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Fair notes

By By William F. West / community editor
Aug. 4, 2002
This and that and other notes from the Neshoba County Fair: Haley Barbour, the former Republican National Committee leader from Yazoo City, continues to hold off making an announcement on whether he'll seek the GOP nomination for governor of the Magnolia State.
But he certainly doesn't mince words in talking about who he's rooting for in the Chip Pickering-Ronnie Shows contest for Congress.
Barbour's nephew, Henry, is managing Pickering's campaign, but make no mistake about it, the older Barbour has some pretty bitter feelings about the Democratic-controlled U.S. Senate Judiciary Committee's vote earlier this year against elevating Pickering's father, Charles, from a U.S. District judgeship to a judgeship on the 5th U.S. Circuit Court of Appeals.
One thing was for sure at the fair, folks continue to show admiration and respect for Pickering's predecessor, G.V. "Sonny" Montgomery.
At least that was evident by folks who were eager to go up, shake hands with and say hello to the Boll Weevil Democrat, who retired in 1996 after serving three decades in Congress after a stint as the state senator from Lauderdale County.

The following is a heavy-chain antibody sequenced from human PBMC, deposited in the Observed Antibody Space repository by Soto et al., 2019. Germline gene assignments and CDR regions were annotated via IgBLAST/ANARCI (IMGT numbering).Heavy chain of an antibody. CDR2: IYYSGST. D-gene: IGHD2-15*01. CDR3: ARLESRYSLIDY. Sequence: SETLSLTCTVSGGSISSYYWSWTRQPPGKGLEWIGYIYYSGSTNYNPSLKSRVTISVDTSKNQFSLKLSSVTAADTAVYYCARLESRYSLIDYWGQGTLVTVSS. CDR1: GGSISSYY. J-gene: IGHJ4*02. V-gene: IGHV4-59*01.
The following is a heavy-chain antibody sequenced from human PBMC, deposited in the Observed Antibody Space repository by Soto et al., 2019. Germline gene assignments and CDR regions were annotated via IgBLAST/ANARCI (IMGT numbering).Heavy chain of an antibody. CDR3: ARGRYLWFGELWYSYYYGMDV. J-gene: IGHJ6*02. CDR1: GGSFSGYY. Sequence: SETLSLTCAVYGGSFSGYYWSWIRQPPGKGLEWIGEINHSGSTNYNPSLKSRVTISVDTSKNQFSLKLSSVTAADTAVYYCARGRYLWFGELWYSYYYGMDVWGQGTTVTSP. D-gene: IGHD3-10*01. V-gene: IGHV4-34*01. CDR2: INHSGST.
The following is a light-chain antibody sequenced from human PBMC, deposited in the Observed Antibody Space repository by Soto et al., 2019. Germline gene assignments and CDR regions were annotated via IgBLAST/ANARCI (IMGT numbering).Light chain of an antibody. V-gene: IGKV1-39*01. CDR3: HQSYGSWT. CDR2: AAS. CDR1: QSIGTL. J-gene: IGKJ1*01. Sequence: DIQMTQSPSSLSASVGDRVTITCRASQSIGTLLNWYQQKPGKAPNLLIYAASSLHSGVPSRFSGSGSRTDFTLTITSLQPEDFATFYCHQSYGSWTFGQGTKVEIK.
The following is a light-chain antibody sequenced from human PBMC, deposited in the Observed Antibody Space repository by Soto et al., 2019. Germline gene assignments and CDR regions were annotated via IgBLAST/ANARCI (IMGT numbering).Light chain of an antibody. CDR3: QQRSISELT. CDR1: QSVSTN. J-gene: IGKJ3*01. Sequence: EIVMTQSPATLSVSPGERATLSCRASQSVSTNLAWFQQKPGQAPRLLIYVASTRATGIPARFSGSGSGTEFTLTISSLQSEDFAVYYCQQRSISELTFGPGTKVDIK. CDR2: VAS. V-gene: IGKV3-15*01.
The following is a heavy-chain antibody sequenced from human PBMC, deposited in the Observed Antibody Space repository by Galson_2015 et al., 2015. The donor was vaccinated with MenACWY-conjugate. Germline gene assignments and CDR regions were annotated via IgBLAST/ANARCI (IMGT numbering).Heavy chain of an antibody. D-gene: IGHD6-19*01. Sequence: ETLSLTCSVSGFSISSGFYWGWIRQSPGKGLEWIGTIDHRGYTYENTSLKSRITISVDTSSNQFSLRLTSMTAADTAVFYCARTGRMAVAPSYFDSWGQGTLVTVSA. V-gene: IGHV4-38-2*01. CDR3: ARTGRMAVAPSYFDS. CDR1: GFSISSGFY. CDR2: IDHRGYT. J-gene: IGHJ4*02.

The Meridian native and Washington, D.C.-based consultant turns 82 on Monday. On Thursday morning, ever the dapper Southern gentleman, Montgomery seemed to be about the only fellow wearing a business shirt with a necktie among the casually dressed fairgoers, but that's not to say he wasn't taking things in stride.
And how long has he been going to the fair?
And what keeps him going back?
Opinions may forever vary on one fairgoer, ex-Ole Miss Rebel football coach Billy Brewer, but even in retirement in Oxford at age 67, he doesn't look much older than he did when he paced the sidelines during the red-and-blue's roller-coaster ride from 1983 to 1993.
Brewer said folks continue to ask him about the 1959 season, when he starred on the nationally second-ranked Rebel team. "It was a great football team," he recalled.
Brewer has been going to the fair since 1953, when he was growing up in Columbus. "We raced horses down here and motorcycles," he said.
Among the newcomers to the fair Thursday was Julie Kurant from Chicago.
Kurant, a press secretary for Ronnie Shows, was excited to see so many people involved in politics "in a day when most people are really turned off and disappointed."
And what's the difference between the politicking at the Neshoba fair and in the Windy City?
Fair organizers ought to be pleased with such an endorsement.

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